To conclude, I have a great quote from John Eldredge:

"Don't ask yourself what the world needs. Ask yourself what makes you come alive, and go do that, because what the world needs is people who have come alive."

I am going for it!

Sunday, July 19, 2009

Dining at the Dockside

John and I have a new favorite Hangout: Dockside Grill. Monday afternoon John developed an urge to "look at sailboats" (it's a dream of ours to own a sailboat) so we headed up to Lake Lanier Islands. Dockside Grill was right there, next to the marina. We checked out the boats, then we stopped in. We lucked into a table right by the water. We weren't really hungry but we checked out the menu, anyway. We decided on the beer special, two-dollar Michelob Ultras. Delicious. 

It was a beautiful day.  This was the view from our table.

Best of all, I made a new friend. His name is Joe. He told me.

I really wanted to try the hot wings, but, as I have already mentioned, I wasn't really hungry. However, I did get hungry on Saturday. Nathan, John and I had gone to the mall in search of five-dollar swimming trunks for Nathan. (We didn't find any.) So I asked John if we could pretty please go back up to Dockside Grill. Of course he said yes.

Approaching the restaurant, I heard the sweet music of a steel drummer. As we stepped onto the patio, I saw that it was a real live musician. It was almost like walking onto the Lido Deck of a Carnival cruise ship.

The place was crowded, but we got a table right away. Nathan ordered a guacamole burger and fries. John and I shared an order of hot wings. Nathan drank a Coke; John had the beer special, two-dollar Coors; I had an O'Doul's. John also had strawberry cheesecake but I took just one teeny bite. (I am on a diet--tee hee!)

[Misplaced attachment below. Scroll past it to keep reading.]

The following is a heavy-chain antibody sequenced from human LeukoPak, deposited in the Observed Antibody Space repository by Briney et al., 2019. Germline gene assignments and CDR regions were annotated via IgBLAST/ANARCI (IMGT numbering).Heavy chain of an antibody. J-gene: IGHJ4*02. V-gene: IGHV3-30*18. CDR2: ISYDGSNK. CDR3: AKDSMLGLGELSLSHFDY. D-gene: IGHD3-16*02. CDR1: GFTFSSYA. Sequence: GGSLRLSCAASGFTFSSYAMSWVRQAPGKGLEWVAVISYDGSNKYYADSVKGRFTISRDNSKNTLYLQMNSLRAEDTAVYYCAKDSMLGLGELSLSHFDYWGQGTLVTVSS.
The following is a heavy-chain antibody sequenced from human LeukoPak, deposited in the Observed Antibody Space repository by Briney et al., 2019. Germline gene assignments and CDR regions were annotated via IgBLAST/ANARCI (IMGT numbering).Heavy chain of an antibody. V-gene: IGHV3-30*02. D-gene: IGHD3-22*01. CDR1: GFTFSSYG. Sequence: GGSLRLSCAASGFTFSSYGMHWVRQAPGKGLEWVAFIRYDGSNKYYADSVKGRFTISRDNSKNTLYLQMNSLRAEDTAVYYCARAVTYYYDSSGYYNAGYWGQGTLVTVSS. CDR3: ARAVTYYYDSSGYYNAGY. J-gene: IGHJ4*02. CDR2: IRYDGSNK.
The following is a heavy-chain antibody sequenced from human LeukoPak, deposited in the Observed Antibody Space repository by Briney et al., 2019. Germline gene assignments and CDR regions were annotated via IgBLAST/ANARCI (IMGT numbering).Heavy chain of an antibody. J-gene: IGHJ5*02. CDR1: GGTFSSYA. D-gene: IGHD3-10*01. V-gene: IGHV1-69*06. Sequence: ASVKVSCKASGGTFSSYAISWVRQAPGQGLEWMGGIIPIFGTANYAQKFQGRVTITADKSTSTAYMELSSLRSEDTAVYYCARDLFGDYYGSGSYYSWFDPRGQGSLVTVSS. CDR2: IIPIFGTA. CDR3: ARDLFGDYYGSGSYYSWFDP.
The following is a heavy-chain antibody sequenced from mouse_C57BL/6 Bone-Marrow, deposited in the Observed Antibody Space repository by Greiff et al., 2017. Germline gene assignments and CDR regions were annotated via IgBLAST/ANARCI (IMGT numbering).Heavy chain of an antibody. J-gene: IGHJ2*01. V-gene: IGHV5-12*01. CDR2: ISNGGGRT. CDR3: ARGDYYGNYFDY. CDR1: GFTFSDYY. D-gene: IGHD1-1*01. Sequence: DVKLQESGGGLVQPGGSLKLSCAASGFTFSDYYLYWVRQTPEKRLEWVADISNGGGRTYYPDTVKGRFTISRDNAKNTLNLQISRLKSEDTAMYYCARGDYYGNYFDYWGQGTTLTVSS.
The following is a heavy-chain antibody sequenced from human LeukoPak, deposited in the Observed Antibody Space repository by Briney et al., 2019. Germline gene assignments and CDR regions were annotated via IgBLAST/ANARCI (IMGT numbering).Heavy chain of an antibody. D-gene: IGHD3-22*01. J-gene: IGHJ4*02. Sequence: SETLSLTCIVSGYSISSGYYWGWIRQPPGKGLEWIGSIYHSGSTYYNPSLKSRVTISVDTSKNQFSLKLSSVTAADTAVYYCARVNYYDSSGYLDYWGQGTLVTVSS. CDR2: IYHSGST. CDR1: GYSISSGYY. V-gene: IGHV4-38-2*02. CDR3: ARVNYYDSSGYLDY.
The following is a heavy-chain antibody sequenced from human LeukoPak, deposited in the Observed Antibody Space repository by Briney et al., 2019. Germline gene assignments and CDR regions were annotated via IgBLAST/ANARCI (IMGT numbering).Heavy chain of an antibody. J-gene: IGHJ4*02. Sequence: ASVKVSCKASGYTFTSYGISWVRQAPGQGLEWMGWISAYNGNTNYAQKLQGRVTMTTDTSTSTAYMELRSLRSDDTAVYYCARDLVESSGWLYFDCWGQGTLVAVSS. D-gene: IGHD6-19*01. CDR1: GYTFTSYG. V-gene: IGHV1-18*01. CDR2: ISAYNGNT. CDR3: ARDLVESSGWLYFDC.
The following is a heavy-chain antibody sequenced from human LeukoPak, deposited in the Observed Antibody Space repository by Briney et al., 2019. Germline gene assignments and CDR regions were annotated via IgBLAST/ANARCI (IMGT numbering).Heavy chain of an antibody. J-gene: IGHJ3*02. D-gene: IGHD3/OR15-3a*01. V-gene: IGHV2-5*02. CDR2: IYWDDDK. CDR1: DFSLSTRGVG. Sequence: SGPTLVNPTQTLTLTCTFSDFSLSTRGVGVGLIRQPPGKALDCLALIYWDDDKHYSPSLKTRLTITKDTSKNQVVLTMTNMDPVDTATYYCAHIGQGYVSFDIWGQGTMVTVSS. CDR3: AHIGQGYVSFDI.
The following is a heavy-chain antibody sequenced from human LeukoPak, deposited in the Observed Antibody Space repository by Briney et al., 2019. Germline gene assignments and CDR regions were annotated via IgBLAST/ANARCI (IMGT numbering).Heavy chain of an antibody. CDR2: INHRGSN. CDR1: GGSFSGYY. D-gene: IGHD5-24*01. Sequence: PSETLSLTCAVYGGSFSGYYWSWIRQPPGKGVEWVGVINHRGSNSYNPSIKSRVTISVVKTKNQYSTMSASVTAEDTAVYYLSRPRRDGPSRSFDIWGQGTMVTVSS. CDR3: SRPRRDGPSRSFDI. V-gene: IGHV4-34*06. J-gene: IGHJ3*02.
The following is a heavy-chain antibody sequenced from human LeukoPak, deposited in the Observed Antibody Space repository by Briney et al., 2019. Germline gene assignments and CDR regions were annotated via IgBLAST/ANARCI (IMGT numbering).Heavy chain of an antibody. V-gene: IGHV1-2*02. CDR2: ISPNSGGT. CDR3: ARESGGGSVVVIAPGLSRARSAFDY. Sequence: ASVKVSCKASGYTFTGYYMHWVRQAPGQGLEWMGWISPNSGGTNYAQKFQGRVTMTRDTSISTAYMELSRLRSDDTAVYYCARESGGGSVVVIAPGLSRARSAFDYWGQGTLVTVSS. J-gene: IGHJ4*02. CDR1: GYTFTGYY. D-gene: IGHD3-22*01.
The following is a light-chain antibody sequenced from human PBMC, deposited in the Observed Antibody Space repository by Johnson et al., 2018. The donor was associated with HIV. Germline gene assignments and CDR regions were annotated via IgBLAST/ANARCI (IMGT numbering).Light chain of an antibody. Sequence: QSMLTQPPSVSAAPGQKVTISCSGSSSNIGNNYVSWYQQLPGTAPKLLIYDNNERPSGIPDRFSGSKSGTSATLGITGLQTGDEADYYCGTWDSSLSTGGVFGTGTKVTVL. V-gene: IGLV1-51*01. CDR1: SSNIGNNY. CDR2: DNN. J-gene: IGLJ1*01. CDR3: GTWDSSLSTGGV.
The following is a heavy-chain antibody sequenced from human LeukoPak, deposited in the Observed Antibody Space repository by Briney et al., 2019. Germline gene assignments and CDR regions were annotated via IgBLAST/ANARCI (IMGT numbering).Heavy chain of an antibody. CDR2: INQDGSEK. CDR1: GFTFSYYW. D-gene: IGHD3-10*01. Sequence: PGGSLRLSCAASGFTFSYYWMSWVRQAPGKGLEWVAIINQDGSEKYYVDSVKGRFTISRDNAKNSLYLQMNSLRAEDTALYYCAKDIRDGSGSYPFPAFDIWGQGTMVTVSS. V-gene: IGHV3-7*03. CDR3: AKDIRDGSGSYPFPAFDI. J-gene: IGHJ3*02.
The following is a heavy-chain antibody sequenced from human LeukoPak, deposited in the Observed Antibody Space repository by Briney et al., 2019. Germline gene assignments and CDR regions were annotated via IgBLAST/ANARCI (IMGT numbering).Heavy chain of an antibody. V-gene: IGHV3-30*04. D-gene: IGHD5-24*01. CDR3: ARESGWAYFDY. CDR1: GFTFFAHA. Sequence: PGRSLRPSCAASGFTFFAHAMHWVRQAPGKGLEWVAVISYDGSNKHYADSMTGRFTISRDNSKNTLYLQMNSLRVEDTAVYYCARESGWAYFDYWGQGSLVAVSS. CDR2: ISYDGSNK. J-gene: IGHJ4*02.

I tried to take a picture of Nathan, but he wasn't very cooperative.

I did, however, get a picture of John.

And Nathan took a picture of John and me.

I didn't see Joe, but I made a new friend, Charlie.

After we ate, we walked behind the restaurant. This is what it looks like from the back.

John took a picture of Nathan and me taking pictures.

And then Nathan actually let him take a picture of the two of us. That made me very happy.

It was a lovely escape. A reprieve from the tedium and stress of everyday life. A micro-mini vacation. Twice in one week.

My only regret is that I didn't get a picture of those hot wings.

Guess we'll have to go back.

Monday, July 6, 2009

Independence Day

We celebrated Independence Day very quietly. To go to the mall or to stay home and watch the fireworks on television--that was the question!  Joining the crowd won. I meant to pack a picnic supper--but I didn't. So about 4PM, we drove to the Mall of Georgia, parked the car to facilitate a speedy exit, and walked to Taco Mac. There, I indulged in a six-pack of Three Mile Island hot wings. I could eat them EVERY DAY--yum, yum! Next, we walked to the cinema, but decided against a movie because it didn't appear that any of our choices would be out before dusk. So we went to Ruby Tuesday and enjoyed a Sam Adams Seasonal draft--a patriotic choice, don't you think? Finally, the sun started to go down. We walked to the car, spread our blankets on the pavement, snuggled up, and waited. And waited. And WAITED. About 9:45 the fireworks started. All fifteen minutes of them. Oh, well. What we saw was spectacular. It just happened too fast. A metaphor for life. The economy, maybe? But, as my Facebook friend Carmen pointed out, the company and the reason for the celebration couldn't be beat. So I choose gratitude. I didn't think about taking pictures, but another friend, Sherri, said I could use one of hers. Thank you, Sherri! Sweet summertime!

Friday, July 3, 2009

Mean People

I saw this bumper sticker when I was on my way to pick Nathan up from the lake this morning. 

Mean people, you know who you are.   The bumper sticker says it all.